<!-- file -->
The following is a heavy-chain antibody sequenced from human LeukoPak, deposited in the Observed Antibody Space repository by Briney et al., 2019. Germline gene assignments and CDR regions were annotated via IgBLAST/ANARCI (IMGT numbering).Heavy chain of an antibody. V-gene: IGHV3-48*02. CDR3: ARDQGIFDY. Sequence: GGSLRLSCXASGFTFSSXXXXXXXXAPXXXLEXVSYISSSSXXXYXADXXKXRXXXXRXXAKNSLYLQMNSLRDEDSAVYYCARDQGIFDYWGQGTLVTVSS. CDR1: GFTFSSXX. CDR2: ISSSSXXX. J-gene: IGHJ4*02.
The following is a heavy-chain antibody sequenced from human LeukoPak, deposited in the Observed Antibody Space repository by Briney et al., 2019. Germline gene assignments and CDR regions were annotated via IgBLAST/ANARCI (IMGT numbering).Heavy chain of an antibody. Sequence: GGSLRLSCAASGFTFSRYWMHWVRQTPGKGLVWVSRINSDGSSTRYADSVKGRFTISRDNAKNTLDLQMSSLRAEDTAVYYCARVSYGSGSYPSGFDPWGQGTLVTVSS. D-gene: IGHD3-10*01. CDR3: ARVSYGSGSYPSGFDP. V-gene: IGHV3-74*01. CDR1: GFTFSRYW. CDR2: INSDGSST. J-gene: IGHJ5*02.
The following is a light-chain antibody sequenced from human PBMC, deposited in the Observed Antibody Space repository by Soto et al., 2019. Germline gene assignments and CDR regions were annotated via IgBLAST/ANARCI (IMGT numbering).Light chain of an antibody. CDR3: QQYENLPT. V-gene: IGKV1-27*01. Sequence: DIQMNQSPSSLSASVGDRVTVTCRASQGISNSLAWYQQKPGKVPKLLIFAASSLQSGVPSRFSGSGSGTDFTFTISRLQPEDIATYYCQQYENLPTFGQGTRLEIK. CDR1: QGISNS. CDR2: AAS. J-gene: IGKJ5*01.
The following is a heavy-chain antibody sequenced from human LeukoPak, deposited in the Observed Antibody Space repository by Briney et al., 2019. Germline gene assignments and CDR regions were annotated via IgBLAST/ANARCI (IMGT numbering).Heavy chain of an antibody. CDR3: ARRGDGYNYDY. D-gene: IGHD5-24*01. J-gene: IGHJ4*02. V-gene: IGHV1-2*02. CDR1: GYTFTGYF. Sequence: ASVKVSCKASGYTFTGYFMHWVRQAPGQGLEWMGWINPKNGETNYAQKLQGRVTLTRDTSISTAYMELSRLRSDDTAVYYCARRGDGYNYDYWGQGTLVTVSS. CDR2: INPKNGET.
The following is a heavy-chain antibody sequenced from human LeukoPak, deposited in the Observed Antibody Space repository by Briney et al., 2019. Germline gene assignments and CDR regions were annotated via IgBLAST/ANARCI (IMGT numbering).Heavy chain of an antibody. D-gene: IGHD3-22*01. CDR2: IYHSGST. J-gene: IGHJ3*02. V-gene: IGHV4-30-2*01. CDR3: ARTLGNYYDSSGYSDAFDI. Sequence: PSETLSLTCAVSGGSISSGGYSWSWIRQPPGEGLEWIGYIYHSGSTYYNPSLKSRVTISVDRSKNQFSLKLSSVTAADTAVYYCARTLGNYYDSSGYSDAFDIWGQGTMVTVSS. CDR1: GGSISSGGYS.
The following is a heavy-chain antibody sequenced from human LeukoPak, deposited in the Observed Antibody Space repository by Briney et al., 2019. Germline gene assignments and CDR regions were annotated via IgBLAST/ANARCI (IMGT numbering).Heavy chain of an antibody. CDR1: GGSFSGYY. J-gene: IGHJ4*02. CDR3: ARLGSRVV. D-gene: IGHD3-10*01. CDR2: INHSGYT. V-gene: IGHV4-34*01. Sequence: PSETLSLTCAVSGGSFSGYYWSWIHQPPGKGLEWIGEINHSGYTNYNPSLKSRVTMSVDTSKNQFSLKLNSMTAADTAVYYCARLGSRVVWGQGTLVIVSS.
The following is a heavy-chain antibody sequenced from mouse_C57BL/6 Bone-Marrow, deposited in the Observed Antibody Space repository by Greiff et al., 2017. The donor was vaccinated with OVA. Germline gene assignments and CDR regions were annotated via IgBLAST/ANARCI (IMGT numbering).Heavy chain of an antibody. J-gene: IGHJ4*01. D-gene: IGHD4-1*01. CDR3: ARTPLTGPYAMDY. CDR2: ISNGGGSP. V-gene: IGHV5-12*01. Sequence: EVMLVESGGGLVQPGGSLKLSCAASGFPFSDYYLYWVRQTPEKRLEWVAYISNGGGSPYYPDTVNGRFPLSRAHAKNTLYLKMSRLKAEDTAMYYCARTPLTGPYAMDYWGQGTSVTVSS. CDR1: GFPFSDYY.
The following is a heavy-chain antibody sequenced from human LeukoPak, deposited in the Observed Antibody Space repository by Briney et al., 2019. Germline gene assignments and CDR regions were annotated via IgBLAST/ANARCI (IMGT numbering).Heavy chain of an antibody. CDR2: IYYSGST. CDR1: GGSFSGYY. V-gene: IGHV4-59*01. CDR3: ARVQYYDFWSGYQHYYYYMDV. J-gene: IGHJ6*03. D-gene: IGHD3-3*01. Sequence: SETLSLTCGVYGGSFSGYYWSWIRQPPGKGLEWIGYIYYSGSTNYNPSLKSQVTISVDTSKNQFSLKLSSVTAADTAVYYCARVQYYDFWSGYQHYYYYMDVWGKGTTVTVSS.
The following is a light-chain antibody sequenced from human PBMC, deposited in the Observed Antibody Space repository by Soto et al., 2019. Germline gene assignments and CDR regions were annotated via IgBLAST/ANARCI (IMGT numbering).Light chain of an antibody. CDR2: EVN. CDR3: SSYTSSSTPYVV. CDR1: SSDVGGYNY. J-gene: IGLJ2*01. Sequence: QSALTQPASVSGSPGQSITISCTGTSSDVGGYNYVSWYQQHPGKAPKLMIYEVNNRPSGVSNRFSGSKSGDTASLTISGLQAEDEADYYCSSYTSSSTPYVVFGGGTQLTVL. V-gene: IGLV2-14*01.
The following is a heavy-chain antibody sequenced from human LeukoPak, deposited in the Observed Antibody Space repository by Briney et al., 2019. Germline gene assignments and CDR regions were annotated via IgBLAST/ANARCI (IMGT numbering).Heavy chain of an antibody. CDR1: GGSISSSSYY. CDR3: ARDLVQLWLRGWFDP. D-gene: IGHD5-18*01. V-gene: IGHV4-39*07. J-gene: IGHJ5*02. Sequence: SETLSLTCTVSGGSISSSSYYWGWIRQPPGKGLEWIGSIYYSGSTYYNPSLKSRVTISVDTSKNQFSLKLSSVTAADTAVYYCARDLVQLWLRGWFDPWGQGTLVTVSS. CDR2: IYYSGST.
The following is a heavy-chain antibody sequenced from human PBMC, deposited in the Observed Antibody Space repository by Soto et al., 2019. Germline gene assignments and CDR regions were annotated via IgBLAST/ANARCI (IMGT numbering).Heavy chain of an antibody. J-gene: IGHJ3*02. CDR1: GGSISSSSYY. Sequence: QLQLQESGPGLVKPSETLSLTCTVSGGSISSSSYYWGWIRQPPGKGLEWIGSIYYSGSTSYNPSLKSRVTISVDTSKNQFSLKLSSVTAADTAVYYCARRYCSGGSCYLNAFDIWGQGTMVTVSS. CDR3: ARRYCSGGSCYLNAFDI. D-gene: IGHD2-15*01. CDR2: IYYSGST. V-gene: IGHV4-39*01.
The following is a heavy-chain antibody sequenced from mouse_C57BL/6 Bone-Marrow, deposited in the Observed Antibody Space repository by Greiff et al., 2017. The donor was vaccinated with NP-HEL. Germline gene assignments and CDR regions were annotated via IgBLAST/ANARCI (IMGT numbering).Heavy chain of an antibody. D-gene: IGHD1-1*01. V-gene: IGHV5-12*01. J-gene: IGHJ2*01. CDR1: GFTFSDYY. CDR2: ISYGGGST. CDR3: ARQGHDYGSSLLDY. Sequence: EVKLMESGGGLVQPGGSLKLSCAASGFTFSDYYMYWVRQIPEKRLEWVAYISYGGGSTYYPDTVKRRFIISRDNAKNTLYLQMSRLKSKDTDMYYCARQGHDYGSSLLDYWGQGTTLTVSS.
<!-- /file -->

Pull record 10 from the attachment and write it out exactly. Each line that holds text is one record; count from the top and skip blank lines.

The following is a heavy-chain antibody sequenced from human LeukoPak, deposited in the Observed Antibody Space repository by Briney et al., 2019. Germline gene assignments and CDR regions were annotated via IgBLAST/ANARCI (IMGT numbering).Heavy chain of an antibody. CDR1: GGSISSSSYY. CDR3: ARDLVQLWLRGWFDP. D-gene: IGHD5-18*01. V-gene: IGHV4-39*07. J-gene: IGHJ5*02. Sequence: SETLSLTCTVSGGSISSSSYYWGWIRQPPGKGLEWIGSIYYSGSTYYNPSLKSRVTISVDTSKNQFSLKLSSVTAADTAVYYCARDLVQLWLRGWFDPWGQGTLVTVSS. CDR2: IYYSGST.